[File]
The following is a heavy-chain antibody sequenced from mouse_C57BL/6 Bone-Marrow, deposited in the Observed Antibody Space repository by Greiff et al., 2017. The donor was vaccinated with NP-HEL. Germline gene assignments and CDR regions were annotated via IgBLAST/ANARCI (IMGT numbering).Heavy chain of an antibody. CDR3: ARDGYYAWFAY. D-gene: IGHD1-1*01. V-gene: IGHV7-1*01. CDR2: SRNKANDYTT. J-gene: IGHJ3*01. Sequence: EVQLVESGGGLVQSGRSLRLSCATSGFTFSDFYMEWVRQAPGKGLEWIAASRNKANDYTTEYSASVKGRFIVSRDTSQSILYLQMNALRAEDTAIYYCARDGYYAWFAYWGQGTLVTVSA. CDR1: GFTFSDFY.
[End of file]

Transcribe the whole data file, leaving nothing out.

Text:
The following is a heavy-chain antibody sequenced from mouse_C57BL/6 Bone-Marrow, deposited in the Observed Antibody Space repository by Greiff et al., 2017. The donor was vaccinated with NP-HEL. Germline gene assignments and CDR regions were annotated via IgBLAST/ANARCI (IMGT numbering).Heavy chain of an antibody. CDR3: ARDGYYAWFAY. D-gene: IGHD1-1*01. V-gene: IGHV7-1*01. CDR2: SRNKANDYTT. J-gene: IGHJ3*01. Sequence: EVQLVESGGGLVQSGRSLRLSCATSGFTFSDFYMEWVRQAPGKGLEWIAASRNKANDYTTEYSASVKGRFIVSRDTSQSILYLQMNALRAEDTAIYYCARDGYYAWFAYWGQGTLVTVSA. CDR1: GFTFSDFY.